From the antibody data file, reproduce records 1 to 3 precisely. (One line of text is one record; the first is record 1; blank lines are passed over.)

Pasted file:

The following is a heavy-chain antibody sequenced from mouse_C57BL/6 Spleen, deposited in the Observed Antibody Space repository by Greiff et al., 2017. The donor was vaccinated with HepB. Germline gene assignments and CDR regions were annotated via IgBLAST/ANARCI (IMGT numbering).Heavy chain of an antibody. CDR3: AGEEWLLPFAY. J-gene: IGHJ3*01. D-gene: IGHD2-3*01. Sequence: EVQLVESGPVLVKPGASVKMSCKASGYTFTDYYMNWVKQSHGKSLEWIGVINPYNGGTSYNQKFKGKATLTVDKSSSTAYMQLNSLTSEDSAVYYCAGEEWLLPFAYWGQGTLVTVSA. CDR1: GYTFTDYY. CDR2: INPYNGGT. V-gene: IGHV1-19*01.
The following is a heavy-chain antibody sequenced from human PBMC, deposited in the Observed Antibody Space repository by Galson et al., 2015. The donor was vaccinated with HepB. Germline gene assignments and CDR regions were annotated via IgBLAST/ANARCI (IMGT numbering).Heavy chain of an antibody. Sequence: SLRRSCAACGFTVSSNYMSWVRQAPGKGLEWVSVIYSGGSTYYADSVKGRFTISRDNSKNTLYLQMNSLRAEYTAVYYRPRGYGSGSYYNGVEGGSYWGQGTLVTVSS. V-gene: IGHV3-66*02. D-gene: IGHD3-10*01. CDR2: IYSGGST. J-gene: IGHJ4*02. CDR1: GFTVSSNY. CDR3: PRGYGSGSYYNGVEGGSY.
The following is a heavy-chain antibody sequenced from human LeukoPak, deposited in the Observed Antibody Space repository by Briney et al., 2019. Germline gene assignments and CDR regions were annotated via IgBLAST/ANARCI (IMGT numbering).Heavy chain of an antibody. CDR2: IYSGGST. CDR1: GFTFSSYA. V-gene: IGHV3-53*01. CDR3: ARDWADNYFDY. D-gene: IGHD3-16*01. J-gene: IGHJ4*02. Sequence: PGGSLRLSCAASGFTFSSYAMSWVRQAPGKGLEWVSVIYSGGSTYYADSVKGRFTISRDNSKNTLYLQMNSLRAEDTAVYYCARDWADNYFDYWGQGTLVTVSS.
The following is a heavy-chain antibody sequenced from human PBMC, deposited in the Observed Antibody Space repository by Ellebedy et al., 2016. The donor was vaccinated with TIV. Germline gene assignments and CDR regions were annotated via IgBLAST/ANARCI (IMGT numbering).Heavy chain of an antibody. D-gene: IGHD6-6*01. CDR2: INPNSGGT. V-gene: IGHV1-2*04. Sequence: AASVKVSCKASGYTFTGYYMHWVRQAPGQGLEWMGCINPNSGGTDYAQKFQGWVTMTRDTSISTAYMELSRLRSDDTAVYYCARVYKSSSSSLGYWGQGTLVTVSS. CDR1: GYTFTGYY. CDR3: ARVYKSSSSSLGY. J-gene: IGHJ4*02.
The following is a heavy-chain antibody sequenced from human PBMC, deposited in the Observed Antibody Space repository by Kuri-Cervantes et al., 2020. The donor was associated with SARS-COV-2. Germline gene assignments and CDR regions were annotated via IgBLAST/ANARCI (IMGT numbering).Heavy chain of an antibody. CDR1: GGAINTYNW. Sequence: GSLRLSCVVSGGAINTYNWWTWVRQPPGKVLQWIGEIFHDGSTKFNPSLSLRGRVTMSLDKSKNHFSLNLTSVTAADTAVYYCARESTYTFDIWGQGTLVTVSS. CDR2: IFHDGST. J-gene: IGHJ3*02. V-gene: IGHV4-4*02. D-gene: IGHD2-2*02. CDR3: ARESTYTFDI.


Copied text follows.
The following is a heavy-chain antibody sequenced from mouse_C57BL/6 Spleen, deposited in the Observed Antibody Space repository by Greiff et al., 2017. The donor was vaccinated with HepB. Germline gene assignments and CDR regions were annotated via IgBLAST/ANARCI (IMGT numbering).Heavy chain of an antibody. CDR3: AGEEWLLPFAY. J-gene: IGHJ3*01. D-gene: IGHD2-3*01. Sequence: EVQLVESGPVLVKPGASVKMSCKASGYTFTDYYMNWVKQSHGKSLEWIGVINPYNGGTSYNQKFKGKATLTVDKSSSTAYMQLNSLTSEDSAVYYCAGEEWLLPFAYWGQGTLVTVSA. CDR1: GYTFTDYY. CDR2: INPYNGGT. V-gene: IGHV1-19*01.
The following is a heavy-chain antibody sequenced from human PBMC, deposited in the Observed Antibody Space repository by Galson et al., 2015. The donor was vaccinated with HepB. Germline gene assignments and CDR regions were annotated via IgBLAST/ANARCI (IMGT numbering).Heavy chain of an antibody. Sequence: SLRRSCAACGFTVSSNYMSWVRQAPGKGLEWVSVIYSGGSTYYADSVKGRFTISRDNSKNTLYLQMNSLRAEYTAVYYRPRGYGSGSYYNGVEGGSYWGQGTLVTVSS. V-gene: IGHV3-66*02. D-gene: IGHD3-10*01. CDR2: IYSGGST. J-gene: IGHJ4*02. CDR1: GFTVSSNY. CDR3: PRGYGSGSYYNGVEGGSY.
The following is a heavy-chain antibody sequenced from human LeukoPak, deposited in the Observed Antibody Space repository by Briney et al., 2019. Germline gene assignments and CDR regions were annotated via IgBLAST/ANARCI (IMGT numbering).Heavy chain of an antibody. CDR2: IYSGGST. CDR1: GFTFSSYA. V-gene: IGHV3-53*01. CDR3: ARDWADNYFDY. D-gene: IGHD3-16*01. J-gene: IGHJ4*02. Sequence: PGGSLRLSCAASGFTFSSYAMSWVRQAPGKGLEWVSVIYSGGSTYYADSVKGRFTISRDNSKNTLYLQMNSLRAEDTAVYYCARDWADNYFDYWGQGTLVTVSS.